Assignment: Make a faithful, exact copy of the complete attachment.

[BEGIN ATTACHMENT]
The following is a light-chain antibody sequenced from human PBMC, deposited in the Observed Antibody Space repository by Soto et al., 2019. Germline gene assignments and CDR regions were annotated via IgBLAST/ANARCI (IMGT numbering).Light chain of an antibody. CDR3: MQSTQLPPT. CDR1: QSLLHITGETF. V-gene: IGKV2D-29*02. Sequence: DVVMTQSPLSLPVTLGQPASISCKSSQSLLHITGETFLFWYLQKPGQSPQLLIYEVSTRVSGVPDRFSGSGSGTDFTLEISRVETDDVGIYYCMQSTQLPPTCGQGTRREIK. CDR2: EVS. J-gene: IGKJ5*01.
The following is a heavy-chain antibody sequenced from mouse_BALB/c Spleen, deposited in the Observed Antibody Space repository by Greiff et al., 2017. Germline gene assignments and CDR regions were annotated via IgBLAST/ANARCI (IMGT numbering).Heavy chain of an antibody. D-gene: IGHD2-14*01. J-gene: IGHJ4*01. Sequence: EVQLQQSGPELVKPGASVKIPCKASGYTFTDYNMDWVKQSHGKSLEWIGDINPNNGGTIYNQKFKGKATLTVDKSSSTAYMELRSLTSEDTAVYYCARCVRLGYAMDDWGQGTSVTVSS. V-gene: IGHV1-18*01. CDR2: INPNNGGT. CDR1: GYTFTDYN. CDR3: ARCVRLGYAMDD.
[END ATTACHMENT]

The following is a light-chain antibody sequenced from human PBMC, deposited in the Observed Antibody Space repository by Soto et al., 2019. Germline gene assignments and CDR regions were annotated via IgBLAST/ANARCI (IMGT numbering).Light chain of an antibody. CDR3: MQSTQLPPT. CDR1: QSLLHITGETF. V-gene: IGKV2D-29*02. Sequence: DVVMTQSPLSLPVTLGQPASISCKSSQSLLHITGETFLFWYLQKPGQSPQLLIYEVSTRVSGVPDRFSGSGSGTDFTLEISRVETDDVGIYYCMQSTQLPPTCGQGTRREIK. CDR2: EVS. J-gene: IGKJ5*01.
The following is a heavy-chain antibody sequenced from mouse_BALB/c Spleen, deposited in the Observed Antibody Space repository by Greiff et al., 2017. Germline gene assignments and CDR regions were annotated via IgBLAST/ANARCI (IMGT numbering).Heavy chain of an antibody. D-gene: IGHD2-14*01. J-gene: IGHJ4*01. Sequence: EVQLQQSGPELVKPGASVKIPCKASGYTFTDYNMDWVKQSHGKSLEWIGDINPNNGGTIYNQKFKGKATLTVDKSSSTAYMELRSLTSEDTAVYYCARCVRLGYAMDDWGQGTSVTVSS. V-gene: IGHV1-18*01. CDR2: INPNNGGT. CDR1: GYTFTDYN. CDR3: ARCVRLGYAMDD.